A natural and powerful option, spinach is more than just a beautiful shade of deep green (and the greener the better). It is also a significant source of folate.
I recently gave a talk to my colleagues at Genea called Diet, DNA and Disease; a topic close to my heart. Why? Because we have the power to make positive changes with our food choices and through these to limit the risk of certain diseases and physical maladies. We have control of what we eat, unlike the tick tock of age and declining egg numbers.
One issue I discussed was sugar. Sugar may negatively affect the quality of our eggs. In a recent published study, monkeys were fed extra table sugar (sucrose) for six months. They were given doses equivalent to the average American woman’s diet. These monkeys were then put through an IVF cycle. They had their eggs harvested and the quality of their eggs compared to other monkeys who were not fed added sugar. The monkeys exposed to sugar had significantly less mature eggs and fertilization rates than those who were not exposed to added sugar. Babies can only be made using mature eggs.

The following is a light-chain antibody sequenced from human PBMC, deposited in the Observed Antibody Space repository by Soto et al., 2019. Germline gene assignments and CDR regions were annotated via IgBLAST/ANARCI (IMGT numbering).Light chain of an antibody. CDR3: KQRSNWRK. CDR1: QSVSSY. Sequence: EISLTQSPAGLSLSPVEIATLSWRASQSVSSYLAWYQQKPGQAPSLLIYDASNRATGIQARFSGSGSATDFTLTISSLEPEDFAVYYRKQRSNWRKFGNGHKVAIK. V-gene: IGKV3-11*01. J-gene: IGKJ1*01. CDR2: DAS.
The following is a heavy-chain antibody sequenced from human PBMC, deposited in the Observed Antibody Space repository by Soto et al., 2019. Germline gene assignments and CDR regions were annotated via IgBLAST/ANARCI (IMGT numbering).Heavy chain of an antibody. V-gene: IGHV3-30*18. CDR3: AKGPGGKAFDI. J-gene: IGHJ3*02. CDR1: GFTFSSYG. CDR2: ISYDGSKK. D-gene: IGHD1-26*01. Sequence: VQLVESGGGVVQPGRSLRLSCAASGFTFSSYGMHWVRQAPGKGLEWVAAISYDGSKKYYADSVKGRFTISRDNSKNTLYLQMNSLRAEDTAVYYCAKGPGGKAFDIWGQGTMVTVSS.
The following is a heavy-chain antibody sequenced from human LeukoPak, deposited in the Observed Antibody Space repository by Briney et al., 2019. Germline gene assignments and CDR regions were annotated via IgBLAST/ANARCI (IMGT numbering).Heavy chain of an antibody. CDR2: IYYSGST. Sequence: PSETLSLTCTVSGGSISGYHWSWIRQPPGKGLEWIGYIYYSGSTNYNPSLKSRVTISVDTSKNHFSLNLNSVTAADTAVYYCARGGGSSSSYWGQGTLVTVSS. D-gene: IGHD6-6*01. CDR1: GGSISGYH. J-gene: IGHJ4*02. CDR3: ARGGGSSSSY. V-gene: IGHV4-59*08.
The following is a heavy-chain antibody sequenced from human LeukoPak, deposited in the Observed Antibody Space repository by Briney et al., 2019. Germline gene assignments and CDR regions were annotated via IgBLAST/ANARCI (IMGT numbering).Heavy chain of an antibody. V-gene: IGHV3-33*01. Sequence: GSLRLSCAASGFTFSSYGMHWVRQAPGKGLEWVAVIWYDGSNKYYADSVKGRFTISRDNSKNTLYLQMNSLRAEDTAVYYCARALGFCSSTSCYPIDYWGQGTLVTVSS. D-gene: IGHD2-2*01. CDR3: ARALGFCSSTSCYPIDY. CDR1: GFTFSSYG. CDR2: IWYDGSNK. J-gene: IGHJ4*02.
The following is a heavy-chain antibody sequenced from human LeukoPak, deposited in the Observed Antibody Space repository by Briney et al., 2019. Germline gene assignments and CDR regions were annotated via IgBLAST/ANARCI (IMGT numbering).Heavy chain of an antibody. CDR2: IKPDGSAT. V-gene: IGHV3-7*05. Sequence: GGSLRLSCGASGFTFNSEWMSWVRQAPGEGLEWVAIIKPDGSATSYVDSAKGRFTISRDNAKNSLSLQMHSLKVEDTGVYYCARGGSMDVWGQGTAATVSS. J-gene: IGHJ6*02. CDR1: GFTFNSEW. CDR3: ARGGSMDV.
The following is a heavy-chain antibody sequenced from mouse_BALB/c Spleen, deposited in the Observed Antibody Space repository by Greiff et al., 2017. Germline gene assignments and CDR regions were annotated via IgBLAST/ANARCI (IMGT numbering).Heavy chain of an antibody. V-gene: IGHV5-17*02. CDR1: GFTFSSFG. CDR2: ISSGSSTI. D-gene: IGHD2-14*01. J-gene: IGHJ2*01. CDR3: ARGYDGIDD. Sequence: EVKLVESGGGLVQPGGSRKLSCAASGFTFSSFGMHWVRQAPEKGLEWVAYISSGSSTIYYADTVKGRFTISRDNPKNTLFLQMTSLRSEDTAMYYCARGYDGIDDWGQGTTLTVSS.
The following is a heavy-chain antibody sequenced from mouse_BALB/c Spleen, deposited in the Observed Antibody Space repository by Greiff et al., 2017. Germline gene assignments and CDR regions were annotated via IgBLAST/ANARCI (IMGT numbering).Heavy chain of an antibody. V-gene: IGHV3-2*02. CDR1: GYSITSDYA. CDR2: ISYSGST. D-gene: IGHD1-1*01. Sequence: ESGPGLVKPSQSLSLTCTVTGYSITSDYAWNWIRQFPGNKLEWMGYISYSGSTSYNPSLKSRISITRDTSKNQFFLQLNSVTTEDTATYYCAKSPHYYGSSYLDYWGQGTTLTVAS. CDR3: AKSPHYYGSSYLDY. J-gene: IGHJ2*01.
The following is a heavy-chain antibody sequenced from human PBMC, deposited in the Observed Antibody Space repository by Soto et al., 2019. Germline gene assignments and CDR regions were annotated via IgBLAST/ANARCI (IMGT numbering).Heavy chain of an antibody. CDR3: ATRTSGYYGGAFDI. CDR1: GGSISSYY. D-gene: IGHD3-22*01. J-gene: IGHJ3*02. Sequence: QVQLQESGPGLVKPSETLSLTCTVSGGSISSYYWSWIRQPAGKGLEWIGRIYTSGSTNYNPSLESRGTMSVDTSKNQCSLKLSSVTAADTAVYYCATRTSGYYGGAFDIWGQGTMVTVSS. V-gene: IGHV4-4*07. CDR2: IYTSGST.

Perhaps this is the case in humans too?
The study of nutrition is complex because food is complex and our relationship with food even more so. But this study made me really think. Quitting sugar not only helps one shed kilograms but it may have a positive impact on egg quality. It was enough for me to remove the lollies I had in the waiting room for my patients. I may replace them with Brazil nuts but that’s another story.
“Let food be thy medicine and medicine be thy food”
Chaffin CL, Latham KE, Mtango NR, Midic U, Vandevoort CA. Dietary sugar in healthy female primates perturbs oocyte matura- tion and in vitro pre-implantation embryo development. Endocrinology. 2014;155:2688–2695.